Friday, October 30, 2015

Lab meeting on Nov 3 (10.00h) on Transgenerational Epigenetic Inheritance


For next week's lab meeting I would like to discuss the importance of transgenerational epigenetic inheritance in evolution. I selected a paper which gives a nice overview of potential mechanisms and some examples of transgenerational epigenetic inheritance. The paper is already a bit "old" (1.5 year already) and the discussion is focussing on human health, but it gives a nice overview.

Transgenerational Epigenetic Inheritance: Myths and Mechanisms
Cell: Volume 157, Issue 1, p95–109, 27 March 2014

Summary: Since the human genome was sequenced, the term “epigenetics” is increasingly being associated with the hope that we are more than just the sum of our genes. Might what we eat, the air we breathe, or even the emotions we feel influence not only our genes but those of descendants? The environment can certainly influence gene expression and can lead to disease, but transgenerational consequences are another matter. Although the inheritance of epigenetic characters can certainly occur—particularly in plants—how much is due to the environment and the extent to which it happens in humans remain unclear.

Fika will be provided :)

Thursday, October 22, 2015

Lab meeting on Oct. 27th at 10:00 on turtle development and evolution.

Hello all,

Next week I will give a talk on my PhD research:

Developmental and genetic underpinnings of parallel evolution in turtles

Abstract:The repeated evolution of form and function suggests commonality in processes that influence organismal diversity. Recent studies revealed convergent (dissimilar) or parallel (similar) change in genes linked to similar adult traits in unrelated species. Still, how genes interact during embryogenesis to ultimately give rise to strikingly similar adult morphologies is unclear. We tested the prediction that parallel morphological evolution reflects similar changes in gene activity. By examining expression of nearly 16,000 genes, we uncovered similarity in vast gene networks governing development of a specialized shoulder blade in turtles that independently evolved complex shell-closing systems. Remarkably, in embryos of those species, similar gene networks associated with skeletal differentiation and muscle contraction were temporally and spatially congruent with the de novo formation of a synovial joint, normally found in knees and elbows of vertebrates. This further corroborated that repeated morphological evolution often arises via evolutionarily conserved developmental processes. To our knowledge, our study is the first to sample natural populations to indentify similar developmental origins, cell and molecular, of parallel skeletal evolution in unrelated vertebrate species. Integration of genetics, development, and evolution is crucial to illuminating processes that underlie macroevolutionary patterns of similarity across the tree of life.

See you at the same time and place next week! (coffee and snacks included)


Thursday, October 15, 2015

Lab-meeting by Weizhao Yang on Genetic signature of high-altitude adaptation for toads: October 20 (10.00)


According to Erik's suggestion, next week on the EXEB-meeting on Tuesday October 20th (10.00 as usual), I will take the opportunity to introduce part of my PhD thesis, genetic signature of high-altitude adaptation for toads.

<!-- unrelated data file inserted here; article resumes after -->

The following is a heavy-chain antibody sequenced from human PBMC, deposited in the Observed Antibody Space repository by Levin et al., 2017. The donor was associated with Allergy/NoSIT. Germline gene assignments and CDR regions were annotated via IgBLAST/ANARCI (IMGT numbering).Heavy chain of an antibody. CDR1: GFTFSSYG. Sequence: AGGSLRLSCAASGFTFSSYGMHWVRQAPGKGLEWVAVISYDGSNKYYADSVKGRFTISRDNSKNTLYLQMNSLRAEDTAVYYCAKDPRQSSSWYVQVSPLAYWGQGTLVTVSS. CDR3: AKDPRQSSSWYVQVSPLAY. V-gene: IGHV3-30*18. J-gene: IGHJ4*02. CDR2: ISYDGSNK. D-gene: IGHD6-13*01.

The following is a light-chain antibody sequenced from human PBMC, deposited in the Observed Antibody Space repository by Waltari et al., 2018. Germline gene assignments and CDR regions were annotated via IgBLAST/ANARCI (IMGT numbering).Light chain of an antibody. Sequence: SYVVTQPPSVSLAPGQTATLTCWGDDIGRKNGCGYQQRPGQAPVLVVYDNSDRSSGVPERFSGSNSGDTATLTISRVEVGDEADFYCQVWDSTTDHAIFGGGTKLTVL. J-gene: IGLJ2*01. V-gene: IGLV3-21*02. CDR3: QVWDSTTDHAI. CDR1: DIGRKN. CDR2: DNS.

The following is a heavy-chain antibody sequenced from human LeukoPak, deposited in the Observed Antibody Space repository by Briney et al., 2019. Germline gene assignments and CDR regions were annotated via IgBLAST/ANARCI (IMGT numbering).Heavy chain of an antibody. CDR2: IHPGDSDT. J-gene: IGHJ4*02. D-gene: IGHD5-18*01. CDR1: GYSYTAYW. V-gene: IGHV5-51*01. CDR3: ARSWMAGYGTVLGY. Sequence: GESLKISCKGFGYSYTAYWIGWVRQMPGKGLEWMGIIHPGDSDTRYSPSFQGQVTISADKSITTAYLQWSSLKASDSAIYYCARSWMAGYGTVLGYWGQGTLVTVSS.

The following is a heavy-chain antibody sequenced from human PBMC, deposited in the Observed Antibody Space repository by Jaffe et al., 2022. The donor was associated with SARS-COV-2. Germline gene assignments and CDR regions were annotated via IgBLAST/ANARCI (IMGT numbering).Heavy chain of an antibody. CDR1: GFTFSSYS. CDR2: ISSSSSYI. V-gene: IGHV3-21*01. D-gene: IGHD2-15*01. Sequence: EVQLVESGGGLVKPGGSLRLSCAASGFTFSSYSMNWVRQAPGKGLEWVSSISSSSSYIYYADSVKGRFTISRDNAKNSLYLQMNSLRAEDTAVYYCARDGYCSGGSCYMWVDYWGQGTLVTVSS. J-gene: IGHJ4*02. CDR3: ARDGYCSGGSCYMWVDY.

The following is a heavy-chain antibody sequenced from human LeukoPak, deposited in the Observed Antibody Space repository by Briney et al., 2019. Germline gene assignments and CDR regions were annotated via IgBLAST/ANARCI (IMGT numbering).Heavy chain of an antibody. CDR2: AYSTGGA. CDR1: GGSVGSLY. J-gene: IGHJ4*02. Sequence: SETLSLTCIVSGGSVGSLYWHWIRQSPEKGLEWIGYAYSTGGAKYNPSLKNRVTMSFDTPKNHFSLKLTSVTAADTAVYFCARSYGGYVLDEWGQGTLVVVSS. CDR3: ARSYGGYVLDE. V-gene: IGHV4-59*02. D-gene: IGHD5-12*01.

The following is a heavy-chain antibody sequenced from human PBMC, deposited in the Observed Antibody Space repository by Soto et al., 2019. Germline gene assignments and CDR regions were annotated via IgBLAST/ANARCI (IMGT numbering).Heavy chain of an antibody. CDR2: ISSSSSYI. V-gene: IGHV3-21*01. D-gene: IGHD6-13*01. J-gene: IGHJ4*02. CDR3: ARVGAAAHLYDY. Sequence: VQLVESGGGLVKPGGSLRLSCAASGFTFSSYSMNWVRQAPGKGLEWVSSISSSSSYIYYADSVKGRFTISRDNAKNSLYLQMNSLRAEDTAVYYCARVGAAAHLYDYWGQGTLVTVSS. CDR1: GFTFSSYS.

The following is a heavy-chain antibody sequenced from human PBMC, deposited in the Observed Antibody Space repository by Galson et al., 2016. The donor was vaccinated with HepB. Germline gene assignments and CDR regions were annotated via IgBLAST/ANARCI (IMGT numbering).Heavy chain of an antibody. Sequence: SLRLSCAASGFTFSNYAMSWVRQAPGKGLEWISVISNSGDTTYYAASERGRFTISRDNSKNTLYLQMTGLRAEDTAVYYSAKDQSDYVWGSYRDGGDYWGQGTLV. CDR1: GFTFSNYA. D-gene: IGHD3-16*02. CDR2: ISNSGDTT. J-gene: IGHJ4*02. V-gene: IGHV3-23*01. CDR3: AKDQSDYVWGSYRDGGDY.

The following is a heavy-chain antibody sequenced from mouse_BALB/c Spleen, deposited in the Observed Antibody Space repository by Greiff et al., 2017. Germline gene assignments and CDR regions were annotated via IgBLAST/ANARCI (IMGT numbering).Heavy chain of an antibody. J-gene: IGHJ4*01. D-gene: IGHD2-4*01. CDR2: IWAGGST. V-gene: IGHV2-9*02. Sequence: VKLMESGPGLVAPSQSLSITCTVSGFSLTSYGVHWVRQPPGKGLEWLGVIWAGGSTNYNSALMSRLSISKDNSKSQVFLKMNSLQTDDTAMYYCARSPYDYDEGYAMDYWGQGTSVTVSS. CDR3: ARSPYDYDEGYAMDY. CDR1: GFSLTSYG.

Asiatic toad  is one of the few amphibians living on the Tibetan Plateau. It has been a true Plateau dweller for approximate 2.5 millions of years and is well-adapted to the environments. In addition, it occupies a large elevational gradient from zero to 4,300m above sea level, which provides excellent opportunities to compare individuals or populations from various altitudes. I implemented a series of experiments to explore the evolutionary genetic signature of altitude adaptation in Asiatic toad, and hope the results could provide useful direction to understand how poikilotherms adapt to high-altitude.

"Fika" will be provided and time and place as usual: "Argumentet" at 10.00.

Sunday, October 11, 2015

Congratulations to Jessica Abbott for receiving ERC Starting Grant!

Photograph Jessica Abbott

Posted by Erik Svensson 

Last Friday (October 9, 2015), our colleague and one of EXEB:s three PI:s Jessica Abbott found out that she has been awarded an "Starting Grant" from the European Research Council (ERC). This is a very large grant of up to 1.5 million Euro, spread out over a five-year period, and it is highly competitive and prestiguous. 

This ERC-grant will give Jessica the opportunity to further consolidate her research group and hire more postdocs and PhD-students, and will also give her higher job security, as she has sofar only been on a temporary position as Junior Researcher, funded by the Swedish Research Council (VR). It means that we can hopefully soon look forward to see some new faces in the form of students and postdocs at future EXEB-meetings. This will of course further strengthen an already strong and intellectually stimulating scientific environment.

This was the third time Jessica applied for these ERC-grants, and likewise the third time she went to Brussels for an interview with the evaluation panel. Jessica has worked long and hard to get this grant, and she should therefore be proud of this strong achievement. It is the first ERC-grant awarded to any researcher at the Department of Biology in Lund, but hopefully Jessica's example will inspire others to follow in her footsteps.

On behalf of myself, EXEB and many other of our colleagues in the Biology Department and the Evolutionary Ecology Unit, we hereby congratulate Jessica to her achievement. Well done! I am sure you will use this grant money wisely to consolidate your group and develop your research programme further.